an engagement surface disposed on the carryway below the conveyor belt and engaging the pivot to rotate the flight from the retracted position to the extended position.
18. A conveyor as in claim 17 wherein the pivot comprises a cam follower that engages the engagement surface to rotate the flight to the extended position.
19. A conveyor as in claim 17 wherein the conveyor belt further comprises a cavity opening onto the top surface receiving the downwardly bent lip at the distal end of the projection while the flight is in the retracted position.
US13072469 2011-03-25 2011-03-25 Belt conveyor with snagless retractable flights Active 2032-07-06 US8701871B2 (en)

Priority Applications (1)

Application Number Priority Date Filing Date Title
US13072469 US8701871B2 (en) 2011-03-25 2011-03-25 Belt conveyor with snagless retractable flights

Applications Claiming Priority (4)

Application Number Priority Date Filing Date Title
US13072469 US8701871B2 (en) 2011-03-25 2011-03-25 Belt conveyor with snagless retractable flights
PCT/US2012/029628 WO2012134855A1 (en) 2011-03-25 2012-03-19 Belt conveyor with snagless retractable flights
CN 201280013007 CN103429510B (en) 2011-03-25 2012-03-19 Having a plurality of non-retractable blade hooked belt conveyor
EP20120713467 EP2688820B1 (en) 2011-03-25 2012-03-19 Belt conveyor with snagless retractable flights

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US20120241292A1 true US20120241292A1 (en) 2012-09-27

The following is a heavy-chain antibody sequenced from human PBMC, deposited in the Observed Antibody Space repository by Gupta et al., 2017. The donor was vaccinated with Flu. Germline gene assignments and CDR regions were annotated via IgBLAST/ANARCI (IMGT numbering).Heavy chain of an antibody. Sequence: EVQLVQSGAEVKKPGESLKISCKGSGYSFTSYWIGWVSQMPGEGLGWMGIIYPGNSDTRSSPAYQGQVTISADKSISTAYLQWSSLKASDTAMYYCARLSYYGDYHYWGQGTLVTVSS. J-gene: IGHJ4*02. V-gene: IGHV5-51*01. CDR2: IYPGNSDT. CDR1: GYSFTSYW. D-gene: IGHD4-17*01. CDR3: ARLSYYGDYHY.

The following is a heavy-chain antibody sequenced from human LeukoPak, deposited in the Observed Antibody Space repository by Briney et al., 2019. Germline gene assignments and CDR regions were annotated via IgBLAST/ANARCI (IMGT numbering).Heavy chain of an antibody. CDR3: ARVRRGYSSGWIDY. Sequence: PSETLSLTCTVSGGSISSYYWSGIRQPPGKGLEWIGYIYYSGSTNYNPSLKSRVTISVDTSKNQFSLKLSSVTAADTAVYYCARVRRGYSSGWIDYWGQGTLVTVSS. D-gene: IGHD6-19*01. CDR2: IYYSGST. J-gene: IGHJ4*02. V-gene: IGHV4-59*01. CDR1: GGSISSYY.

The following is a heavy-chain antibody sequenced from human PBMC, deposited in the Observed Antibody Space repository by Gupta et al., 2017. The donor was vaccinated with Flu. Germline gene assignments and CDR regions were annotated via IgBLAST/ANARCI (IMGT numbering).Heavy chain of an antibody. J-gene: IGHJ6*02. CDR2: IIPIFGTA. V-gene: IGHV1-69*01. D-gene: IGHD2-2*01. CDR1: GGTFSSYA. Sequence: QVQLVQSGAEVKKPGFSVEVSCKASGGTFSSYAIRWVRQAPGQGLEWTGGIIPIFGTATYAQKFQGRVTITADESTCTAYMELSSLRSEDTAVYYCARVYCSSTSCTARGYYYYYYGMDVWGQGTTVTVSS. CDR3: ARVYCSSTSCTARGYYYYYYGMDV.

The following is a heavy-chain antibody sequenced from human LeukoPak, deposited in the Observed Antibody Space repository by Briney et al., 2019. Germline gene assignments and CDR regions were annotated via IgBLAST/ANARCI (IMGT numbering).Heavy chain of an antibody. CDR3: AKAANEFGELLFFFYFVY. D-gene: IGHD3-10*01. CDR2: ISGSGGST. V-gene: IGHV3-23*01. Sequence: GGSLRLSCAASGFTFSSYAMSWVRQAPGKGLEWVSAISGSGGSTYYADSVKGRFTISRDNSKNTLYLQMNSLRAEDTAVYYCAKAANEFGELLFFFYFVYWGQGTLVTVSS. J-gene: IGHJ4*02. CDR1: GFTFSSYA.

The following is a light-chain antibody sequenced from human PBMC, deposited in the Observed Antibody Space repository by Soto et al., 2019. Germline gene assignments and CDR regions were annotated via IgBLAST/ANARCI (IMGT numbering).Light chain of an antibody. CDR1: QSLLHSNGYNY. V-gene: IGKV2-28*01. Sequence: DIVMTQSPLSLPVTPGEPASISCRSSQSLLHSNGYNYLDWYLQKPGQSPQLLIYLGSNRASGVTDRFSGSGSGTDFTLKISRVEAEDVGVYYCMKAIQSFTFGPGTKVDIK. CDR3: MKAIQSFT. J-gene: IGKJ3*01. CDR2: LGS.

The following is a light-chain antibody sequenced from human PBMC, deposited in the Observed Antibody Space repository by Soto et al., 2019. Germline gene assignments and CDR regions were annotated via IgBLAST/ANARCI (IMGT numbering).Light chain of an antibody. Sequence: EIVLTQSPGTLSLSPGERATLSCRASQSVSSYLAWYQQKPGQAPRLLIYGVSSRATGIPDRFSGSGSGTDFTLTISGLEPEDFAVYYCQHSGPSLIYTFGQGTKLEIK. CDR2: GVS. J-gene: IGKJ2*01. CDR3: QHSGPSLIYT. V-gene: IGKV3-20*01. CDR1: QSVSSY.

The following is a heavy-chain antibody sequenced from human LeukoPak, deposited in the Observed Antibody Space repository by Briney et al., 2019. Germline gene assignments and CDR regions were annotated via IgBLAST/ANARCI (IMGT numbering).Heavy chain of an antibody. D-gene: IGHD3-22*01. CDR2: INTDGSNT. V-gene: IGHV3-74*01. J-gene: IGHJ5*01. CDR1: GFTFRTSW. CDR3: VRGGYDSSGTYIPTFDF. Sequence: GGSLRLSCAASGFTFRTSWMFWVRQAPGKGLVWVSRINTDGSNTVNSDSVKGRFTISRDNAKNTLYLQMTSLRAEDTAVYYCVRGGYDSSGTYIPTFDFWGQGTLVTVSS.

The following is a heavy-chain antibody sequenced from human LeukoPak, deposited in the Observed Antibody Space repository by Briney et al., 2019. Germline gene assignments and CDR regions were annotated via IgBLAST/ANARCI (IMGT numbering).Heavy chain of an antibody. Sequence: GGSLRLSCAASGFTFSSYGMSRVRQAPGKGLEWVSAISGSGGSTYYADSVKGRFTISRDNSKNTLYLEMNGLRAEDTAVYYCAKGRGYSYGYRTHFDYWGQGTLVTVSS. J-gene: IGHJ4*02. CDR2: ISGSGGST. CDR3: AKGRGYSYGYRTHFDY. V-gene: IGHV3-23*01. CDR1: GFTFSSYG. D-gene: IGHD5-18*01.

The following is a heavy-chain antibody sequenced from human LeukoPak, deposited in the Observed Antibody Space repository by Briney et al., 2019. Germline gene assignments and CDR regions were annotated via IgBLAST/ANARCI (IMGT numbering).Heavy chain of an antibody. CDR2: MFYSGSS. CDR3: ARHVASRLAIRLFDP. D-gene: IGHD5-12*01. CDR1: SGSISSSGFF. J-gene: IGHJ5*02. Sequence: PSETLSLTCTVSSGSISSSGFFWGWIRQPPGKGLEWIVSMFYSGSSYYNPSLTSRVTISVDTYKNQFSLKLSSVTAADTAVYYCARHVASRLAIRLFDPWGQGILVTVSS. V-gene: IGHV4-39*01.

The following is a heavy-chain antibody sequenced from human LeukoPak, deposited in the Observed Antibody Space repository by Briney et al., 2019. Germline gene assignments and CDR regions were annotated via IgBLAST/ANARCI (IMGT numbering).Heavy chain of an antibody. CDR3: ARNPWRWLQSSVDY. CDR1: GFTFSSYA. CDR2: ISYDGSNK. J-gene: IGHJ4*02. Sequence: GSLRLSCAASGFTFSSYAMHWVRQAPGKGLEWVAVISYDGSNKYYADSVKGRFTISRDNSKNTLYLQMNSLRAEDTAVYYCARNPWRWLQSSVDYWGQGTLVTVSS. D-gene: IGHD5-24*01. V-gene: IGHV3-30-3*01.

US8701871B2 true US8701871B2 (en) 2014-04-22

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EP (1) EP2688820B1 (en)
CN (1) CN103429510B (en)
WO (1) WO2012134855A1 (en)

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Publication number Priority date Publication date Assignee Title
US20140332345A1 (en) * 2013-05-13 2014-11-13 Laitram, L.L.C. Method and conveyor for registering articles on a conveyor belt
US20150360871A1 (en) * 2013-01-15 2015-12-17 Ammeraal Beltech Modular A/S In-feed for product support conveyor
US9540177B1 (en) 2015-08-05 2017-01-10 Laitram, L.L.C. Conveyor belt and modules with flights at the hinge

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EP3303191A1 (en) * 2015-06-05 2018-04-11 Moba Group B.V. Chain conveyor with free-rotating rollers and retractable flights

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* Cited by examiner, † Cited by third party
Publication number Priority date Publication date Assignee Title
US20150360871A1 (en) * 2013-01-15 2015-12-17 Ammeraal Beltech Modular A/S In-feed for product support conveyor
US9701479B2 (en) * 2013-01-15 2017-07-11 Ammeraal Beltech Modular A/S In-feed for product support conveyor
US20140332345A1 (en) * 2013-05-13 2014-11-13 Laitram, L.L.C. Method and conveyor for registering articles on a conveyor belt
US8944236B2 (en) * 2013-05-13 2015-02-03 Laitram, L.L.C. Method and conveyor for registering articles on a conveyor belt
US9540177B1 (en) 2015-08-05 2017-01-10 Laitram, L.L.C. Conveyor belt and modules with flights at the hinge

Also Published As

Publication number Publication date Type
EP2688820B1 (en) 2016-06-29 grant
WO2012134855A1 (en) 2012-10-04 application
CN103429510A (en) 2013-12-04 application
EP2688820A1 (en) 2014-01-29 application
US20120241292A1 (en) 2012-09-27 application
CN103429510B (en) 2016-08-17 grant